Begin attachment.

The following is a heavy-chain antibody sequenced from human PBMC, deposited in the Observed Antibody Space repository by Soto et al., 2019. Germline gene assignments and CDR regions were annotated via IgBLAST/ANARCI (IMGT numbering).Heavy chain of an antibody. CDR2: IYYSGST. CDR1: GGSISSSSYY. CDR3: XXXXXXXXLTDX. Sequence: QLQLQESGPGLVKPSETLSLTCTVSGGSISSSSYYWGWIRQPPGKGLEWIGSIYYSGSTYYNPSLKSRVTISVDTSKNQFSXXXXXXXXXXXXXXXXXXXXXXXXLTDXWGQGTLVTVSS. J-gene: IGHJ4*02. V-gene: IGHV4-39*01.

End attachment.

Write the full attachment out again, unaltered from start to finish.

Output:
The following is a heavy-chain antibody sequenced from human PBMC, deposited in the Observed Antibody Space repository by Soto et al., 2019. Germline gene assignments and CDR regions were annotated via IgBLAST/ANARCI (IMGT numbering).Heavy chain of an antibody. CDR2: IYYSGST. CDR1: GGSISSSSYY. CDR3: XXXXXXXXLTDX. Sequence: QLQLQESGPGLVKPSETLSLTCTVSGGSISSSSYYWGWIRQPPGKGLEWIGSIYYSGSTYYNPSLKSRVTISVDTSKNQFSXXXXXXXXXXXXXXXXXXXXXXXXLTDXWGQGTLVTVSS. J-gene: IGHJ4*02. V-gene: IGHV4-39*01.